Budget 2013 stays the course for industry and small business
by CanadianManufacturing.com Staff
In a budget document that was short on details and even shorter on new spending, several policies that impact manufacturers directly were extended or enhanced
OTTAWA—In a budget document that was short on details and even shorter on new spending, several policies that impact manufacturers directly were extended or enhanced.
Capital Cost allowance extended again
Another two-year extension of the temporary accelerated capital cost allowance for new investment in machinery and equipment will total $1.4 billion for Canada’s manufacturers and processors from 2014 to 2018. The Canadian Manufacturers and Exporters (CME) is a huge proponent of the policy and claims this particular budget item is worth nearly $4.5 billion over its four year term.
The Federal Economic Development Agency for Southern Ontario (FedDev Ontario) gets a five-year, $920-million renewal starting April 1, 2014. The budget earmarks $200 million from that money for a new Advanced Manufacturing Fund in Ontario, also stretching five years and starting on April 1, 2014.
The Strategic Aerospace and Defence Initiative will get close to $1 billion over five years. Of that money, $110 million over four years, beginning in 2014, will fund an Aerospace Technology Demonstration Program. The program will get $55 million annually thereafter. Debbie Holton, director of events and industry strategy at the Society of Manufacturing Engineers, thinks the Aerospace initiatives will deliver value. “A lot of companies in Canada are very seminal in the development of new technology for aerospace—composites, advanced automation. This [budget] will be a nice financial support so the industry can move forward with technologies for weight reduction, energy savings, improved quality, efficiencies…and affordability too for programs.” says Holton
Forestry innovation and market development will get $92 million over two years, starting in 2014.
Small business offered hiring incentives
The temporary Hiring Credit for Small Business will be extended for one year and expanded at a cost of $225 million.
The Lifetime Capital Gains Exemption will increase to $800,000 and is indexed to inflation. This $110 million, five year commitment is aimed at supporting small business owners, farmers and fishermen.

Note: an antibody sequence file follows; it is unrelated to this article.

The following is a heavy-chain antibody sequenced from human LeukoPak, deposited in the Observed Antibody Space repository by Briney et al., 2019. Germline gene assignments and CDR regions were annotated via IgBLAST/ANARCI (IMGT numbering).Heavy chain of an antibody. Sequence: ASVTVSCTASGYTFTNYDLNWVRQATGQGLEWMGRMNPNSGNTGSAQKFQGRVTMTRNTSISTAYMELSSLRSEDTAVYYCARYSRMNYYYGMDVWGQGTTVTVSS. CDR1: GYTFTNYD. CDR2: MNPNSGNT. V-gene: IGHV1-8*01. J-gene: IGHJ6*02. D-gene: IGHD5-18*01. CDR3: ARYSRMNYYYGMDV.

The 2013 Budget commits to continued red tape reduction and small business service reductions, as well as reviewing and updating the Code of Conduct for the Credit and Debit Card Industry in Canada.
The 15 per cent Mineral Exploration Tax Credit for flow-through share investors in junior mineral exploration will be extended for an additional year at a net cost of $100 million.
The aquaculture sector—which cultivates aquatic plants and animals for food—will see $57.5 million over five years for “enhanced regulatory certainty.” This is described in the budget as the aim to “streamline the aquaculture regulatory regime, to conduct scientific research in support of regulatory decision making, and to report on the environmental and economic performance of the sector.”
The Atlantic and Pacific Integrated Commercial Fisheries Initiative will be extended at a cost of $33.1 million in 2013-14.
Farmers get a piece too, with a five year, $3-billion agricultural policy framework to continue what federal, provincial and territorial governments agreed to in September 2012’s Growing Forward 2 agenda. The money will cover strategic initiatives for innovation, competitiveness and market development, essentially to compete with the Wheat Board. Governments will also continue to deliver Business Risk Management programs and provide assistance to farmers in cases of severe market volatility and disasters.
Research and commercialization
$121 million over two years will go to the National Research Council to help the growth of innovative businesses in Canada.
Small and medium-sized enterprises will get help accessing research and business development services at universities, colleges and other non-profit research institutions with a $20-million, three year program.
Sustainable Development Technology Canada will get $325 million over eight years to continue supporting the development and demonstration of new, clean technologies.
The Canada Revenue Agency (out of all the federal departments, the tax man needs dough?) will receive $20 million over two years to enhance enforcement of the Scientific Research and Experimental Development tax incentive program.
Source: 2013 Federal Budget
With files from Lisa Wichmann